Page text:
Source: FEMA.gov

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5 Improvements that Sell Your Home

April 30, 2015 2:09 am

(BPT) - The housing market has improved across much of the country, but homeowners thinking about listing their homes need to stay competitive to attract buyers. Buyers are looking for long-term homes, ones they want to stay in for years while raising their children or settling down and retiring.

To prepare your home for listing - or to simply enjoy it a few years longer – consider upgrading with one of these five home improvements that sell.

1. Update Your Front Door

Buyers will enter through the front door to view your home, so be sure to give them a good first impression. The front door sets the tone for your home's curb appeal, as well as its overall security. It signals to buyers how well the rest of the home is maintained. If your door is in good shape, you might just need to give it a fresh coat of paint or new hardware. If it's seen some wear and tear over the years, consider replacing it with a steel door.

2. Create a Bathroom Retreat
Buyers will take note of a less than stellar bathroom. If you have a guest or master bath that could use an update, take the opportunity to replace the flooring, add cushy rugs, paint the walls and add modern accessories. Faucets, showerheads, the mirror and even the toilet can all be upgraded with water-saving and stylish designs.

3. Upgrade the Most-Used Entry Point

While the front door gets open house traffic, the garage door is traditionally the most-used door in the home. Old wooden garage doors will start to sag and the paint will peel over time. Replacing this door with an insulated steel door will not only improve the exterior look of your home, but also keep the garage space warmer.

4. Showcase an Outdoor Lifestyle

Remodeling magazine estimates homeowners can recoup up to 80 percent of their investment when adding a deck to their home. You may not consider a deck addition similar to extra square footage inside your home, but that’s how buyers will see it, especially if selling during warmer months. They'll be able to picture themselves enjoying meals outside or curling up on a lounge chair with a good book on a summer afternoon.

To upgrade an existing deck into a show-stopping selling feature, consider using a color-treated wood so that future owners can enjoy the space without the annual chore of staining.

5. Transform the Backyard
Buyers will be visualizing themselves in your backyard when touring your home. Consider adding a beautiful wooden fence to enhance privacy, which will be an asset for families with children and pets.

Published with permission from RISMedia.


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Survey: Credit Reports Undervalued

April 29, 2015 2:09 am

In 2003, the government recognized the importance of giving consumers access to their credit data, and federal law mandated every American be entitled to a free copy of their credit reports once a year. Since then, however, just a handful of those with credit histories have monitored their credit reports, according to a recent survey by Credit.com.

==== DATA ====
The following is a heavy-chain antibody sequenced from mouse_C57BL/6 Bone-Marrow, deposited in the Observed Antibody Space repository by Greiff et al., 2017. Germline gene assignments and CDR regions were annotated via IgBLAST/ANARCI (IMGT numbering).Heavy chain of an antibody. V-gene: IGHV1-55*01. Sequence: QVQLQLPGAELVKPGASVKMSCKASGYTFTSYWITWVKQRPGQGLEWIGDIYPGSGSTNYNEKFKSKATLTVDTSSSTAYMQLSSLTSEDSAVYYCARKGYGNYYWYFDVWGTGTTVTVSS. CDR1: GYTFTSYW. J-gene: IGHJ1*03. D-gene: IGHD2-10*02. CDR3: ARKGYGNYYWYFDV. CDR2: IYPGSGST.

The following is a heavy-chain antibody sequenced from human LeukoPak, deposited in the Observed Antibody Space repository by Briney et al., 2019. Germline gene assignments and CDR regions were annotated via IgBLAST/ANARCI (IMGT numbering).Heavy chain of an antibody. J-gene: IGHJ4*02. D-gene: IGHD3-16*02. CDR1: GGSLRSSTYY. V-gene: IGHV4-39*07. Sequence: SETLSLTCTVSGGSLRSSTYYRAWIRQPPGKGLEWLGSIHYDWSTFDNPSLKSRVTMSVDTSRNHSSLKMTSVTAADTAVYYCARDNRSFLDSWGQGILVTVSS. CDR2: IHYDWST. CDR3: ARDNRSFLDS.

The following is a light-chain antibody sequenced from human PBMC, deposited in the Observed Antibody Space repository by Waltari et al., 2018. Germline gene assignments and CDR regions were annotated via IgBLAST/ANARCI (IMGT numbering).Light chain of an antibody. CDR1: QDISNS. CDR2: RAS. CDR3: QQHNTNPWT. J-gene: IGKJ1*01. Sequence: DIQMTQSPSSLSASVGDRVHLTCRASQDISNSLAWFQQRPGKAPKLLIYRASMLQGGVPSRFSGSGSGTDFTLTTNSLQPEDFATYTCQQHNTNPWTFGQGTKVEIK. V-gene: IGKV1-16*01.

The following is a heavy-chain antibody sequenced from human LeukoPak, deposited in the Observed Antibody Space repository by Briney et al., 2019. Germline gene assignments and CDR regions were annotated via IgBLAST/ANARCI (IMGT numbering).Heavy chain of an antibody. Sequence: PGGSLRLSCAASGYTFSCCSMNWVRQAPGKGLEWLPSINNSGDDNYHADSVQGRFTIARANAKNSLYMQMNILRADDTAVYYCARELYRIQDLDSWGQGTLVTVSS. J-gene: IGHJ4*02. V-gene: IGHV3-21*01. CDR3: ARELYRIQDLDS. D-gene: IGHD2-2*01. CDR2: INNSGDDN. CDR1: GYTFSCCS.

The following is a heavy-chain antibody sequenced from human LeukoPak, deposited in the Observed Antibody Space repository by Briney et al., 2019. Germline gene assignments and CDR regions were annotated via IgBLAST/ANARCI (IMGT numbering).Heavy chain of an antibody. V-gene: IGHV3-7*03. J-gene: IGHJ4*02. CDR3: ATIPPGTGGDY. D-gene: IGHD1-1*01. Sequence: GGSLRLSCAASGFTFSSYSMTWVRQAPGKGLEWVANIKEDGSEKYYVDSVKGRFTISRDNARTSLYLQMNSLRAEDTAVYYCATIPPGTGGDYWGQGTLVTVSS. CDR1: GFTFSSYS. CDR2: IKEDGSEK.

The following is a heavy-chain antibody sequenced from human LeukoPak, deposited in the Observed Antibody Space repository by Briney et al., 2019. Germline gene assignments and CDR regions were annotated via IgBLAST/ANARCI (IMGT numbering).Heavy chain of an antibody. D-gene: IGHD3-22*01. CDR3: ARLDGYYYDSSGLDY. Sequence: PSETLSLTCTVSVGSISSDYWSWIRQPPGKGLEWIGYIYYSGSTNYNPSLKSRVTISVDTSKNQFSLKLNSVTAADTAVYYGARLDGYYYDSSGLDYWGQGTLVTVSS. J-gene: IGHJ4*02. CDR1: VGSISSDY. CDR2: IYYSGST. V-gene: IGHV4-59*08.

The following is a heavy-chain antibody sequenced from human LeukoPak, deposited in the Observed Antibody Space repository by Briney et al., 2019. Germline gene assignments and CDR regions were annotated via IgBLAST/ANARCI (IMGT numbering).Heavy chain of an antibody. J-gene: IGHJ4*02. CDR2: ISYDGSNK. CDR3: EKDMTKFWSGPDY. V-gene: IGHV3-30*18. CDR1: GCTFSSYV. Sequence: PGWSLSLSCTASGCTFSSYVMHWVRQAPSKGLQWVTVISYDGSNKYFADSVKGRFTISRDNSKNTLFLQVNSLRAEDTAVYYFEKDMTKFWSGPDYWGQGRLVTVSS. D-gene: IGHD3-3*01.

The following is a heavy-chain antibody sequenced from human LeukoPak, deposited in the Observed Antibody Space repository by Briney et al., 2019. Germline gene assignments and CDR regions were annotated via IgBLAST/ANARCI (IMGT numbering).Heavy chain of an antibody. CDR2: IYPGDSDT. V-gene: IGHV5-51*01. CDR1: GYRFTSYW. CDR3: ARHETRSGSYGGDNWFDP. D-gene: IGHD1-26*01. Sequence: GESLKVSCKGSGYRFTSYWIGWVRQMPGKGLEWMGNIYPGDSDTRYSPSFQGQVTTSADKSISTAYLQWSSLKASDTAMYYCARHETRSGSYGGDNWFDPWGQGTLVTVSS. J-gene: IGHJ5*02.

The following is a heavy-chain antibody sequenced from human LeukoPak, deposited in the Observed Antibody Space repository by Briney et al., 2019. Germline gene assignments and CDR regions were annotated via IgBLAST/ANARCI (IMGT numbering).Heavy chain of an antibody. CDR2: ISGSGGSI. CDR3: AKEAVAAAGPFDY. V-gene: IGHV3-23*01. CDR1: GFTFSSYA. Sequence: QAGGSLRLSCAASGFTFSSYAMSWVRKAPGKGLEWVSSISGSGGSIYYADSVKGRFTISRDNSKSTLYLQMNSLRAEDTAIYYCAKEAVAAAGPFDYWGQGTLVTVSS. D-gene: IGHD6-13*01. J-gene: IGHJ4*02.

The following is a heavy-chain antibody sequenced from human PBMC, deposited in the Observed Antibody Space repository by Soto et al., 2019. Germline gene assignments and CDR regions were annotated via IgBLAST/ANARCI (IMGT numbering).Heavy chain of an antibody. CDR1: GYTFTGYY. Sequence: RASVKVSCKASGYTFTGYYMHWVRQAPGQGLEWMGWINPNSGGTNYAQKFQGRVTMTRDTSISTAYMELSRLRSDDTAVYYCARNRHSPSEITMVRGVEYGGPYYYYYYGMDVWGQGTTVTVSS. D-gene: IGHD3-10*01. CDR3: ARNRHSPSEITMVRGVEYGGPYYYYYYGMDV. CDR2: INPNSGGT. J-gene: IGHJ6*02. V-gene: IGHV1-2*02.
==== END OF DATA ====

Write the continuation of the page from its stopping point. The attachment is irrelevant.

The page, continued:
Of those who had not checked their credit reports, 34 percent never thought about checking them and 26 percent do not believe they are important, the survey found. Twenty-nine percent believe because they pay their bills on time, there’s no need to check them.

“Credit reports play a major factor in determining if you’ll be approved for a loan, apartment or even a job, so it’s essential to monitor and understand your report,” explains Gerri Detweiler, Credit.com. “Not only do credit reports indicate your credit worthiness, they are the first line of defense in monitoring for potential identity theft.”

Misconceptions exist for those who have checked their credit reports, according to the survey. One in ten found a collection account they were unaware of, and one in nine discovered a late payment they weren’t aware of. Twenty-seven percent were surprised by some of the information that appeared on their credit reports; 21 percent found incorrect information in general.

Source: Credit.com

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4 Mower Maintenance Tips

April 29, 2015 2:09 am

For do-it-yourself homeowners, your lawnmower is likely the workhorse of your outdoor maintenance routine. Performing an annual engine tune-up will ensure your mower lasts all season long. Here’s how to get started, from the experts at Briggs & Stratton.

1. Change the mower oil, a task made easier than ever with an oil removal kit. With a kit, you no longer need to tip your mower over to drain the oil, making for a mess-free oil change.

2. Replace the air filter and spark plug at the beginning of each season. Doing so will ensure peak performance for your mower and can reduce emissions up to 50 percent.

3. Fill a gas can with fresh gas from the pump, and add fuel treatment and stabilizer to the gas can. Keep in mind gas begins to degrade and oxidize after 30 days. Oxidized gas can cause carburetor jets to plug, resulting in an engine that doesn't start, and can cost a significant amount to fix.

4. After tuning up your mower, dispose of used oil at your local hazardous waste center. Pick-up by your municipality may also be available in your area.

Source: Briggs & Stratton